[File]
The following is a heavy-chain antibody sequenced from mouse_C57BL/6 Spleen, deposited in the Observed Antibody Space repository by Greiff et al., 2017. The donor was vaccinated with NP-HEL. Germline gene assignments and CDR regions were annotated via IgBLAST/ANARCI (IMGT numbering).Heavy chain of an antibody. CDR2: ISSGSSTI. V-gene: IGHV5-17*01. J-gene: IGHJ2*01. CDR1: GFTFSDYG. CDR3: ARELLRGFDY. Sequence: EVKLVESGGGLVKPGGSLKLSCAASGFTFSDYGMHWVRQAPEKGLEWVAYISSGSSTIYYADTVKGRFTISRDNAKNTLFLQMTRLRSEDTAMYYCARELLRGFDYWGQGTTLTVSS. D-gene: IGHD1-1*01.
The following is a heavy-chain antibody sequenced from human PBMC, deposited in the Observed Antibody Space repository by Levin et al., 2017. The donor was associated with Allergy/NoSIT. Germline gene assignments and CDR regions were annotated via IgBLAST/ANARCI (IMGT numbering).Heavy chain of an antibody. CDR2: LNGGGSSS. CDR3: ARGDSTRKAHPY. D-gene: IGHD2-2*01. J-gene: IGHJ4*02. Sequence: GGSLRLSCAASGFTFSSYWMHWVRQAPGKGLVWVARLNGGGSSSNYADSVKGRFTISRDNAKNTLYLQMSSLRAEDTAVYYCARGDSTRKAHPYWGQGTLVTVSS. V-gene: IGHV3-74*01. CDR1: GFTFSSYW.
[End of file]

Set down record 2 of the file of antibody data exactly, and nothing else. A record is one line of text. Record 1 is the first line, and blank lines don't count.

The following is a heavy-chain antibody sequenced from human PBMC, deposited in the Observed Antibody Space repository by Levin et al., 2017. The donor was associated with Allergy/NoSIT. Germline gene assignments and CDR regions were annotated via IgBLAST/ANARCI (IMGT numbering).Heavy chain of an antibody. CDR2: LNGGGSSS. CDR3: ARGDSTRKAHPY. D-gene: IGHD2-2*01. J-gene: IGHJ4*02. Sequence: GGSLRLSCAASGFTFSSYWMHWVRQAPGKGLVWVARLNGGGSSSNYADSVKGRFTISRDNAKNTLYLQMSSLRAEDTAVYYCARGDSTRKAHPYWGQGTLVTVSS. V-gene: IGHV3-74*01. CDR1: GFTFSSYW.